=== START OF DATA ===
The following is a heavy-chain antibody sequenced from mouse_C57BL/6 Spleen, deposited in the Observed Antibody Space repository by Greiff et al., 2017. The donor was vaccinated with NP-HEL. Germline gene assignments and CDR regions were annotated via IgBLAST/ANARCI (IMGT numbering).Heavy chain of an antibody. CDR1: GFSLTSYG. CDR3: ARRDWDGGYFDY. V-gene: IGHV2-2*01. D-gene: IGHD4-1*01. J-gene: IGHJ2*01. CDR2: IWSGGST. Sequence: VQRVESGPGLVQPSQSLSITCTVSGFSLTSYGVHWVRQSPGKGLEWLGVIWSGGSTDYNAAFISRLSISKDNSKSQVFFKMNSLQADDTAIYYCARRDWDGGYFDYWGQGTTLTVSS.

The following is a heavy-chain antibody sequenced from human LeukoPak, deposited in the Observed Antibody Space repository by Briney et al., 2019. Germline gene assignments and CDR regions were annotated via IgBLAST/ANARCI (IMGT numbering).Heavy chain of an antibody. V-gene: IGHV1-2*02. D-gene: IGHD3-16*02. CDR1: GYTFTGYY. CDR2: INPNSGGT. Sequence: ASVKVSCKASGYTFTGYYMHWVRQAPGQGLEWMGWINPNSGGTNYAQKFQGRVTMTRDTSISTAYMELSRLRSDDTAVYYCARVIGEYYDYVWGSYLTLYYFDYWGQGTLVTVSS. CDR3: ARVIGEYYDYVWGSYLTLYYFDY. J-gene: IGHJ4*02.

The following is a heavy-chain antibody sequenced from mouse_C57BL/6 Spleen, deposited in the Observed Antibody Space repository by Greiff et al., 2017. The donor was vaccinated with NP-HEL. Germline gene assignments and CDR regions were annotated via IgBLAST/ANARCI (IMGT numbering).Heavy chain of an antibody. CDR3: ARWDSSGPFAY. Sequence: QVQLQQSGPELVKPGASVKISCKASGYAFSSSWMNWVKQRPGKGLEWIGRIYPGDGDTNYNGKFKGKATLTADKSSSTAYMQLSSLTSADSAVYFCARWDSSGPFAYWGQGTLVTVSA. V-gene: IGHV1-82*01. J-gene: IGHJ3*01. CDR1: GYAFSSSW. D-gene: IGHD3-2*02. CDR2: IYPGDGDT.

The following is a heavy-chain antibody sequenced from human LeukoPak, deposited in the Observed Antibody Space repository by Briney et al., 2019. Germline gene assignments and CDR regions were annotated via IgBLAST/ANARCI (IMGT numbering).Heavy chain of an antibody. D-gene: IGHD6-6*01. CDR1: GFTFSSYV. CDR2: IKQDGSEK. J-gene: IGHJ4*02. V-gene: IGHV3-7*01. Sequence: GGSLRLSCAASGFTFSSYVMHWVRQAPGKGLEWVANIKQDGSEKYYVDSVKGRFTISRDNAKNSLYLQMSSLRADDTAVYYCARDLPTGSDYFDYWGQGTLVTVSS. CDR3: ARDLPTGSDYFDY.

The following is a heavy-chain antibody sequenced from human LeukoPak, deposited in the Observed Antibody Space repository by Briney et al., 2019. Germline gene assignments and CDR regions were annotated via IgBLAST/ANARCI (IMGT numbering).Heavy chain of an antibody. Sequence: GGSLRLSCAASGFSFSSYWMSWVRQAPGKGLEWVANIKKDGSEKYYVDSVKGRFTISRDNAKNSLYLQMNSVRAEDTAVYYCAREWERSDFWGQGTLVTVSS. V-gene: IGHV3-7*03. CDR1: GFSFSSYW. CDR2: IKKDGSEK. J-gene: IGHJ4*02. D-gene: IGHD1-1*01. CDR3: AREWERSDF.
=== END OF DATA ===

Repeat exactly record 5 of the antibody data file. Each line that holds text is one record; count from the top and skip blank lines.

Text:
The following is a heavy-chain antibody sequenced from human LeukoPak, deposited in the Observed Antibody Space repository by Briney et al., 2019. Germline gene assignments and CDR regions were annotated via IgBLAST/ANARCI (IMGT numbering).Heavy chain of an antibody. Sequence: GGSLRLSCAASGFSFSSYWMSWVRQAPGKGLEWVANIKKDGSEKYYVDSVKGRFTISRDNAKNSLYLQMNSVRAEDTAVYYCAREWERSDFWGQGTLVTVSS. V-gene: IGHV3-7*03. CDR1: GFSFSSYW. CDR2: IKKDGSEK. J-gene: IGHJ4*02. D-gene: IGHD1-1*01. CDR3: AREWERSDF.